The Doctor the NFL Tried to Silence
League physicians sought to discredit Bennet Omalu’s autopsy study showing widespread brain damage in former Steelers star Mike Webster
WSJ. Nov. 24, 2015
In 2002, a Pittsburgh neuropathologist named Bennet Omalu, a native of Nigeria, examined the body of 50-year-old former Pittsburgh Steelers center Mike Webster. At the end of his life, Webster had suffered a steep mental decline, becoming violent, depressed and forgetful and pushed to increasingly desperate lengths to battle chronic pain. In Webster’s brain, Dr. Omalu, who holds multiple advanced degrees and certifications from top American medical schools, discovered what would mark a turning point in the evolution of thinking about the effects of head injuries in professional football. The following excerpt is from “Concussion” published this week by Random House, and is based on the author’s interviews and other research. Laskas’s reporting is the focus of a forthcoming movie by the same name.
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There are computer algorithms to measure reaction time, using game-like programs. But they’re not so good for use at the sidelines, and they involve licensing fees.
But it remains to be seen if anyone will go to the trouble of standardizing and making the puck-on-a-stick test, if it pans out in future studies. “Our technology transfer people say it’s too simple to patent,” Eckner says.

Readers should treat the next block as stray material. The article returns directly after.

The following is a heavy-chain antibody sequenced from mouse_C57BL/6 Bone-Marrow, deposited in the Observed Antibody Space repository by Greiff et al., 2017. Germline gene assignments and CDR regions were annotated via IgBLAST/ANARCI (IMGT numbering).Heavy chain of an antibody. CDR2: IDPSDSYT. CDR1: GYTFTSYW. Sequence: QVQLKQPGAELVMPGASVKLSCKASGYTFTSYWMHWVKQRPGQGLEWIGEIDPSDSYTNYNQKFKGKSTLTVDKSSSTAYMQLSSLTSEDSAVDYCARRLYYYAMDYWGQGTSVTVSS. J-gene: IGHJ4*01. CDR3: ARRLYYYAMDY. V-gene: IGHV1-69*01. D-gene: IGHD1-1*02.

So the Michigan researchers are working on a fancier device they call the Quick Stick. “It has some sensors inside and a light on it,”
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Pathologist Bennet Omalu found Mike Webster had a disease that would be called chronic traumatic enceph alopathy, or CTE.
The disease can cause the behavioral changes that afflicted Webster.
He was sure the CTE came from repeated pounding on the football field.
The league sent its findings to the medical journal Neurosurgery, says Fainaru-Wada.
“They publish in that journal repeatedly over the period of several years, papers that really minimize the dangers of concussions.
They talk about [how] there doesn’t appear to be any problem with players returning to play.
They even go so far as to suggest that professional football players do not suffer from repetitive hits to the head in football games.”
On reaching a scientific consensus linking football to brain injury
Fainaru: I do think there is a consensus now among neuroscientists. I think the real question now is, what is the prevalence, is it still relatively rare, or is this something that’s an epidemic, as some people have suggested?
Neuroimaging of Cognitive Dysfunction and Depression in Aging Retired National Football League Players
JAMA Neurol. March 2013;70(3):326-335.
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